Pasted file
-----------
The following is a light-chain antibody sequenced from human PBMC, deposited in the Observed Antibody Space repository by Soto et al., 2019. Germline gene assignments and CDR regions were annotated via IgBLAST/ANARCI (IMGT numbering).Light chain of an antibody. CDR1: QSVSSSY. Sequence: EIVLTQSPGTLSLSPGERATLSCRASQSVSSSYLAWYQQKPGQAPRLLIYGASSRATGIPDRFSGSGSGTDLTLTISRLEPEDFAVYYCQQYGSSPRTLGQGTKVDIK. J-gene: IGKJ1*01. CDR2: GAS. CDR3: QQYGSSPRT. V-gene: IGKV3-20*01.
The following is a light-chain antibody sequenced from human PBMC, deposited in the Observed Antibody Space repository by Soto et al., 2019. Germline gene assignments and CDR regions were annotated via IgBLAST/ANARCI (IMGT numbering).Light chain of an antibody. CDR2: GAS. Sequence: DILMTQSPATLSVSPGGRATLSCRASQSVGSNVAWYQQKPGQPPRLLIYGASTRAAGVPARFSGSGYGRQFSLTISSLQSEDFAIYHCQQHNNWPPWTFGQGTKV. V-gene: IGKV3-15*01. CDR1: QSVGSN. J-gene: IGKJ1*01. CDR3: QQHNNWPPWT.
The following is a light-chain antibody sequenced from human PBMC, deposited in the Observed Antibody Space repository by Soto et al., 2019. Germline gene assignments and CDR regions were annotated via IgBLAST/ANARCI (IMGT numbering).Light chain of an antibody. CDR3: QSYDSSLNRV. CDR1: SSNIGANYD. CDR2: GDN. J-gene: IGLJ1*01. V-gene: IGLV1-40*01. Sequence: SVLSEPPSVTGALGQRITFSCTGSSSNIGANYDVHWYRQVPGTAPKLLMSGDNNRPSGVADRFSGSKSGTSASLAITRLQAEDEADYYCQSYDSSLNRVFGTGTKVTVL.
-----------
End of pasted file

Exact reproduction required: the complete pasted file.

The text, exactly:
The following is a light-chain antibody sequenced from human PBMC, deposited in the Observed Antibody Space repository by Soto et al., 2019. Germline gene assignments and CDR regions were annotated via IgBLAST/ANARCI (IMGT numbering).Light chain of an antibody. CDR1: QSVSSSY. Sequence: EIVLTQSPGTLSLSPGERATLSCRASQSVSSSYLAWYQQKPGQAPRLLIYGASSRATGIPDRFSGSGSGTDLTLTISRLEPEDFAVYYCQQYGSSPRTLGQGTKVDIK. J-gene: IGKJ1*01. CDR2: GAS. CDR3: QQYGSSPRT. V-gene: IGKV3-20*01.
The following is a light-chain antibody sequenced from human PBMC, deposited in the Observed Antibody Space repository by Soto et al., 2019. Germline gene assignments and CDR regions were annotated via IgBLAST/ANARCI (IMGT numbering).Light chain of an antibody. CDR2: GAS. Sequence: DILMTQSPATLSVSPGGRATLSCRASQSVGSNVAWYQQKPGQPPRLLIYGASTRAAGVPARFSGSGYGRQFSLTISSLQSEDFAIYHCQQHNNWPPWTFGQGTKV. V-gene: IGKV3-15*01. CDR1: QSVGSN. J-gene: IGKJ1*01. CDR3: QQHNNWPPWT.
The following is a light-chain antibody sequenced from human PBMC, deposited in the Observed Antibody Space repository by Soto et al., 2019. Germline gene assignments and CDR regions were annotated via IgBLAST/ANARCI (IMGT numbering).Light chain of an antibody. CDR3: QSYDSSLNRV. CDR1: SSNIGANYD. CDR2: GDN. J-gene: IGLJ1*01. V-gene: IGLV1-40*01. Sequence: SVLSEPPSVTGALGQRITFSCTGSSSNIGANYDVHWYRQVPGTAPKLLMSGDNNRPSGVADRFSGSKSGTSASLAITRLQAEDEADYYCQSYDSSLNRVFGTGTKVTVL.